As the vast majority of the western world makes final preparation for celebrating the Christian festival of Christmas and pretty much the entire world prepares for New Years Eve revelries, there are millions of people who are not going to be in any position to be particularly joyous and certainly, nothing to celebrate. Winter is proving to be particularly bitter in parts of the Middle East this year with snow reported in Jerusalem, Tehran and other locations where this meteorological condition is a relatively rare sight. To employ a Christmas-related analogy, the weather conditions in parts of Syria are merely the ‘icing on the cake’ but bitter tasting fayre this cake would be were it to be real.
The plight of Syrian refugees worsens as the winter winds moan and thousands are forced to shelter in flimsy tents, woefully in adequate as they are against the elements. But even these people are relatively fortunate compared to others of their compatriots. According to Russian news sources, more than 80 civilians in Adra, which is located 20 KM to the northwest of the Syrian capital of Damascus, have been executed by extremist rebels with many others tortured and kidnapped, massacred it seems, by foreign-backed extremist militants while many others were kidnapped to be used as human shields. Syrian army forces are continuing a large-scale operation against al-Qaeda-linked al-Nusra Front and Liwa Al-Islam militants, who captured the town earlier this week. As we know, the war in Syria has raged unabated now for almost 1000 days and in excess of 120,000 men, women and children have lost their lives.
In relation to the events in Adra, according to SANA news agency, around 1,000 militants were in the town when it was enveloped by the army on Friday. The military sources said the “armed groups have performed an execution of civilians” in Adra, so an Arabic correspondent Abutaleb Albohaya, reported from Syria. “For now it’s established that over 80 people were killed in the areas now taken over by the army. Often whole families were murdered,” he was quoted as saying.
The number of executed civilians is expected to rise after army troops manage to recover the rest of the town - which has a population of around 20,000 - from the extremists, the military source added. “Some families were kidnapped in order to be used as human shields in areas where the Syrian army is now trying to free the civilians.” Albohaya observed. Additionally, Iraqi Al-Ahd television has suggested that this is the reason the Syrian army is abstaining from using artillery on Sunday 15th December. Sources also suggested that that the other kidnapped families were moved to the area south of Adra in the direction of the town of Douma, which has been the opposition’s strategic back yard since the start of the Syrian crisis and it is also where the most important rebel fortifications are apparently situated.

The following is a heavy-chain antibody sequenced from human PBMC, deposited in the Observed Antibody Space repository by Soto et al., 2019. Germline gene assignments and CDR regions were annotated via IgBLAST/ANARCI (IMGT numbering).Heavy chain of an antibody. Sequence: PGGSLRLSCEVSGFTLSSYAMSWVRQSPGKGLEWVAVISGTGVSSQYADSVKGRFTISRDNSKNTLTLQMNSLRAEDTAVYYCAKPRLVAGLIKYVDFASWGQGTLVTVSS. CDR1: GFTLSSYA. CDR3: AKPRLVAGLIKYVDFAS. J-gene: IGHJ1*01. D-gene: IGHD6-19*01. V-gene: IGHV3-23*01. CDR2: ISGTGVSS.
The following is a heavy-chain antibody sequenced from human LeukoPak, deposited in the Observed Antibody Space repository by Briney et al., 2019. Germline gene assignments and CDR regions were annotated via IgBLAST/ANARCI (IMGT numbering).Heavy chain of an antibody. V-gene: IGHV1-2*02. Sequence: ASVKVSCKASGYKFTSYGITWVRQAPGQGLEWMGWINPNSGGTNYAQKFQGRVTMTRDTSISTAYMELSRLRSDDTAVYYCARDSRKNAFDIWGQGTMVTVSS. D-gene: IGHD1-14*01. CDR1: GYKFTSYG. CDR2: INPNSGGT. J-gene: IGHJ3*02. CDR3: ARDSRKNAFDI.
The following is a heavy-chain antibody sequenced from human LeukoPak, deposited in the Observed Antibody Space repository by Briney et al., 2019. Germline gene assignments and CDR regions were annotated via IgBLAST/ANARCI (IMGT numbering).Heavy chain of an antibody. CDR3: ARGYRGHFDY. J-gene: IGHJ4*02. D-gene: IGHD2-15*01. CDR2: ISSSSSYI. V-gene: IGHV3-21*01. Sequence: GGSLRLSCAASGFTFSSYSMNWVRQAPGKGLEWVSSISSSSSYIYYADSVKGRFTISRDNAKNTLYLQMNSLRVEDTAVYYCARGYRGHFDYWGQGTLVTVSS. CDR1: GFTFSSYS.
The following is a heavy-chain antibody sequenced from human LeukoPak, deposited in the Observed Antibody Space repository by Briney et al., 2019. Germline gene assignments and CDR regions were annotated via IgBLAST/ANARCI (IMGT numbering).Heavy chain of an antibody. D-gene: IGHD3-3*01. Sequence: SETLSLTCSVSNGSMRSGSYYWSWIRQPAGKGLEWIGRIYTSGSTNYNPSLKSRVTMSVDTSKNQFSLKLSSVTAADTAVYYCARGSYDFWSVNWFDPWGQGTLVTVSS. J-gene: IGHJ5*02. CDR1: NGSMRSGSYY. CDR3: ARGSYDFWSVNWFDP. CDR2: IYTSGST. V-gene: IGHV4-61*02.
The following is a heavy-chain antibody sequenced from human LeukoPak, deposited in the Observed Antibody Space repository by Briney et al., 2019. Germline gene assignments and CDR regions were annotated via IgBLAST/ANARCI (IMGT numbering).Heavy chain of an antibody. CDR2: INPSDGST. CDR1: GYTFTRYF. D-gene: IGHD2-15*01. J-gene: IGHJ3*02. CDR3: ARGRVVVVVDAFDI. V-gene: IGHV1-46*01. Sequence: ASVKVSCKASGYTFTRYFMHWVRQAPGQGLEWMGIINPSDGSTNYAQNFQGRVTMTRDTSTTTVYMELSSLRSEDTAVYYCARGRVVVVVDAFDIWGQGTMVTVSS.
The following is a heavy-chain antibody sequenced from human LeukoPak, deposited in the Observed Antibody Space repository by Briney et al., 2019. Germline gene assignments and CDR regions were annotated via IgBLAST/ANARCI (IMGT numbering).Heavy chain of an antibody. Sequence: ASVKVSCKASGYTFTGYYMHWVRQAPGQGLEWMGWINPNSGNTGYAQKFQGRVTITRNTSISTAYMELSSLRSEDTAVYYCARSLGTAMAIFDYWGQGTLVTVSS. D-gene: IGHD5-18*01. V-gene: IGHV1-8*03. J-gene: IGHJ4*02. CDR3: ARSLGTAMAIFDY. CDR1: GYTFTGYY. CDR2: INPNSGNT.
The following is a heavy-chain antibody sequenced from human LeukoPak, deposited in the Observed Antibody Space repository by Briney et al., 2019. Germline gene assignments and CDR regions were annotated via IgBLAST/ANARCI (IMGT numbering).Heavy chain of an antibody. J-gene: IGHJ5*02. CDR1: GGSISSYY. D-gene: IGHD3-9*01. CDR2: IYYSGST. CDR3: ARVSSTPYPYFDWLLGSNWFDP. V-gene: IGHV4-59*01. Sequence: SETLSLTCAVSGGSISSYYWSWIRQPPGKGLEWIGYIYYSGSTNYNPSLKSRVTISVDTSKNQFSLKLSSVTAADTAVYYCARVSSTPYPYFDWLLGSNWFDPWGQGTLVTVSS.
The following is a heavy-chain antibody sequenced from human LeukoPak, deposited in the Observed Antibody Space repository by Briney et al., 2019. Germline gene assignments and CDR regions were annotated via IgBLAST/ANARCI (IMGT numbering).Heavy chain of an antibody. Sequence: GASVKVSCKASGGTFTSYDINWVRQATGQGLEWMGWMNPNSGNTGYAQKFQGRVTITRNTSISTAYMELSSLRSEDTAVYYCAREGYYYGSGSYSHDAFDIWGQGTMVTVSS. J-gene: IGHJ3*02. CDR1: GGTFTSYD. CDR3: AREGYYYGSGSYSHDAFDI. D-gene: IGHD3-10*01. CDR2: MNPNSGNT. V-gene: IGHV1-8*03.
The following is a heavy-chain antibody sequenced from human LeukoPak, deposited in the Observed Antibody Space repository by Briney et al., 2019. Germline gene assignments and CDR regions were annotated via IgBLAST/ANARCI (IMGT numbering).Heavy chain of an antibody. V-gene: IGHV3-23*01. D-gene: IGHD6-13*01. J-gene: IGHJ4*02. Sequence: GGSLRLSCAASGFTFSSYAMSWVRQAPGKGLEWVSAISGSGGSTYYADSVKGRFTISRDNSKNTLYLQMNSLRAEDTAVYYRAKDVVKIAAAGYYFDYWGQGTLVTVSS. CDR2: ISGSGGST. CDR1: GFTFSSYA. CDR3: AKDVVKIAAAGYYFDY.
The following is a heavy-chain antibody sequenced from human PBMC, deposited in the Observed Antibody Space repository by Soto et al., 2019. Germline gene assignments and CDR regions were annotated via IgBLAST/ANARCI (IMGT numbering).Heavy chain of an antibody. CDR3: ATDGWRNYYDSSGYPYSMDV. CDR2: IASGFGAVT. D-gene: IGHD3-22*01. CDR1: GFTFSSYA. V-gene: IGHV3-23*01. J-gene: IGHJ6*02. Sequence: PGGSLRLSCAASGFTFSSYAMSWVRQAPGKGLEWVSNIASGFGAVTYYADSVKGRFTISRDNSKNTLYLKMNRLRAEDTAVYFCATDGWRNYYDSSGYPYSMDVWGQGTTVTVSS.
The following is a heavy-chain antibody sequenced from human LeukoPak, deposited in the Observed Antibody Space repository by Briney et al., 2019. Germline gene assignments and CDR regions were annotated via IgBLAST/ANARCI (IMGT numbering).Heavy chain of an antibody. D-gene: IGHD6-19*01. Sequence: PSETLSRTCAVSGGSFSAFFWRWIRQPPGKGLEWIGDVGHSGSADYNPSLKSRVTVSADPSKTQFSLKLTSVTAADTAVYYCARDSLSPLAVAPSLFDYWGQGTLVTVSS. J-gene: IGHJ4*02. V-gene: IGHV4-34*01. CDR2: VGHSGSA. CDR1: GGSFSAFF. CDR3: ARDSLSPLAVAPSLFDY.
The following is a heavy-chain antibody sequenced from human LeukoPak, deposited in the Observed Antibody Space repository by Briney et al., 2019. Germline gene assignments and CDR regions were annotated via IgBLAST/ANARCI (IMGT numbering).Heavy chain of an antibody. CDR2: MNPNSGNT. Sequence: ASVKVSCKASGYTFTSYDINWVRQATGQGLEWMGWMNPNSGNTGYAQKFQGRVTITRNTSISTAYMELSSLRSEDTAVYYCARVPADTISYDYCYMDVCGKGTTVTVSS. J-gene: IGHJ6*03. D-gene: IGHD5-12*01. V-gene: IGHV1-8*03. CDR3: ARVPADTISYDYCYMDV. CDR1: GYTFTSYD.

In the meantime and as Syrian society teeters on the brink of final collapse after three years of internal conflict, ferocious warfare and economic devastation, the United Nations view the Syrian crisis as the gravest in the history of the organisation and accordingly, they have appealed for some £4 billion GBP for Syria and its neighbouring countries, the biggest ever such appeal for a specific crisis, to aid around 16 million people who are homeless and starving, for the next twelve months. There is, of course no end in sight for this human tragedy.
The Syrian appeal accounted for half of an overall funding plan of $12.9 billion to help 52 million people in 17 countries and is the largest amount that the UN has ever had to request at the beginning of a year. The increasing numbers of internally displaced people and refugees is generating far greater need across all sectors and is severally straining the resources of neighbouring countries. The U.N. sent its first delivery of humanitarian aid by air to Syria from Iraq on Dec. 15 and said it planned to deliver more food and winter supplies to the mainly Kurdish northeast in the next 12 days. It is widely anticipated that the number of Syrian refugees in the Middle East could double during 2014.
U.N. agencies primarily aim to provide food, clean drinking water, shelter, education, health services and polio vaccines to Syrians inside and outside the devastated country. Meanwhile, the price of bread in Syria has soared by 500 percent since its 33-month conflict erupted and it is understood four out of five Syrians were now worried about food running out, while more than half of them were struggling for access to clean water. The costs of blankets too have risen to the extent that a single blanket has a value of around 93% of the average monthly income.
The 19th century carol, ‘In the bleak midwinter’ which was based on a poem by Christina Rossetti during the 19th century will be sung time and again during the various services to be held in the run up to this and all Christmases. In Syria this winter, it is very bleak indeed and frosty wind makes moan for millions of innocent people.